We document how to export the cleaned up inventory into a new YAML file.
The generation of conf.d, env.d, and openstack_user_config becomes totally optional at this point: We know what is required in a build, and ask deployers to provide their own group/host mapping.
At this point it’s optional because:
Assignment of hosts into groups can be done by the user with a simple .ini/.yaml file + documentation
Standard group structure is provided by default
We have documented the list of host variables, so they can be provided by the user
Generating container with their inventory_hostnames can be done by the user. It’s just a series of host variables: ansible_host, container_name, container_tech, physical_host. It can even be done with a add_hosts and a loop based on a new variable like container_names (property of the host).
Assigning and tracking container IPs based on cidr_networks, reserved IPs, and already allocated IPs are also host variables. Deployers are responsible to provide an IP for their containers. Example, the lxc_container_create role creates IP, network, and interfaces configuration based on lxc_container_networks_combined, which a variable taking information from the inventory, by combining default lxc_container_networks with the “container_networks” variable, which is part of the inventory. Note: this part can be later replaced by a lookup. By using a lookup, we would simplify the inventory, by completely removing its container networks of the host vars.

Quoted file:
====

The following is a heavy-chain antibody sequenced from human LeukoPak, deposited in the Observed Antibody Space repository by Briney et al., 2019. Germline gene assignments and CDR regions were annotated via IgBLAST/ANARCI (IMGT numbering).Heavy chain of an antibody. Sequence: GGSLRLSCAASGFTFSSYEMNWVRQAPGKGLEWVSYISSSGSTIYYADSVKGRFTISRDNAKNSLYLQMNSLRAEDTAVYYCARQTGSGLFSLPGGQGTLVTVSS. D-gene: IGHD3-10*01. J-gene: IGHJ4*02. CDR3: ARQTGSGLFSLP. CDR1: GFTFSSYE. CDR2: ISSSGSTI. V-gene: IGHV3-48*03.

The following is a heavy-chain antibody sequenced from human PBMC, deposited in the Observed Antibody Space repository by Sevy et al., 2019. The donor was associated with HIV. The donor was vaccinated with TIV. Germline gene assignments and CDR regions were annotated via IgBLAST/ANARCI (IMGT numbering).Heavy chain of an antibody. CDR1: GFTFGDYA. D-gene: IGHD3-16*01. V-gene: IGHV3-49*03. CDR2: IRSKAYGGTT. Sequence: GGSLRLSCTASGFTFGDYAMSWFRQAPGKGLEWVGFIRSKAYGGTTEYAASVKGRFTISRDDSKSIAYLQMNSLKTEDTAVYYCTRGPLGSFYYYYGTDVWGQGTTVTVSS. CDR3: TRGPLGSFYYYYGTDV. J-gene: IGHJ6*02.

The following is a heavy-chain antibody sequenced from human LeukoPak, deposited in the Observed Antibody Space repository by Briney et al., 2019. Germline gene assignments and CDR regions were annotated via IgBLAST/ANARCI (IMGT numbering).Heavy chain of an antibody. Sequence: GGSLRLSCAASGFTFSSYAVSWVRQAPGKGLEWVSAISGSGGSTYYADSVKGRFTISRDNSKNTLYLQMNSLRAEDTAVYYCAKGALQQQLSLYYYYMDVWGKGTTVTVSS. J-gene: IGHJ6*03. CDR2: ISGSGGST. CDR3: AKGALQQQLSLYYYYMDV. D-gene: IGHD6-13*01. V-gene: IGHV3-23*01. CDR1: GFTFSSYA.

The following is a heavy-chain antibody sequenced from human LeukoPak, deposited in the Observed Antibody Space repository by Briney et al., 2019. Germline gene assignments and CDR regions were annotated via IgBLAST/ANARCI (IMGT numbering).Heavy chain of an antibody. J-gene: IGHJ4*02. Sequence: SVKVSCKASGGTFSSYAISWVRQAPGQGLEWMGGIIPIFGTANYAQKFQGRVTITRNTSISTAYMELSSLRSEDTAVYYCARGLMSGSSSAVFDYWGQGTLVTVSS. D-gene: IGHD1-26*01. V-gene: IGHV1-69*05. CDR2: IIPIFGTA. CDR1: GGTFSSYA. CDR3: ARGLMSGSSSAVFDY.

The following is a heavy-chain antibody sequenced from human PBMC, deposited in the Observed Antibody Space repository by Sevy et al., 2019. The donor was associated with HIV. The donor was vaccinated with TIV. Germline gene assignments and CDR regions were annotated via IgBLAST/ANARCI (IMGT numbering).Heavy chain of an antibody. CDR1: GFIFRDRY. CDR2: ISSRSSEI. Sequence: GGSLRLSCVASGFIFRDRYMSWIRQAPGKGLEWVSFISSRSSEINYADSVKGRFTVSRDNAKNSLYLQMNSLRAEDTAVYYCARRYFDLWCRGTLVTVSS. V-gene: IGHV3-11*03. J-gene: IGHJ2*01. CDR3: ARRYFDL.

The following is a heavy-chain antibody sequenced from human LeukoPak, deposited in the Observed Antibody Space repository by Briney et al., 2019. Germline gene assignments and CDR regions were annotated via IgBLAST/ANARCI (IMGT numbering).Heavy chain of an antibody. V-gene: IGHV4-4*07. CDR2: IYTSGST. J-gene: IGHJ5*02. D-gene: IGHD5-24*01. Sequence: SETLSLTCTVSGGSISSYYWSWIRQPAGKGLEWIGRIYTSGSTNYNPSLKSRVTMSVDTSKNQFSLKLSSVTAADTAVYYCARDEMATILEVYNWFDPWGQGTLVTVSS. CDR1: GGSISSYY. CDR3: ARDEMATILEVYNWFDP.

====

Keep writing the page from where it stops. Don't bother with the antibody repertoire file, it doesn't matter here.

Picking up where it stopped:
We provide a script that runs all these actions for the user, but also allow step by step editions and manipulations.
We provide a new tool to generate a new kind of inventory based on what we learned from users, which won’t necessary use the openstack_user_config, conf.d, or env.d. But we have all the time we need to do it better, because the expected inventory is not the same as the one we did the past.
We spin the old inventory out.
All the work items would be separately tested in the integrated gates.
Large. The inventory would need a refactor to explain the expectations for people coming with their inventory, and for people that will use our generation tool. At the last step, if another tool is provided, it would also require documenting.
Each step would require modifying the reference, and maybe the operations guide.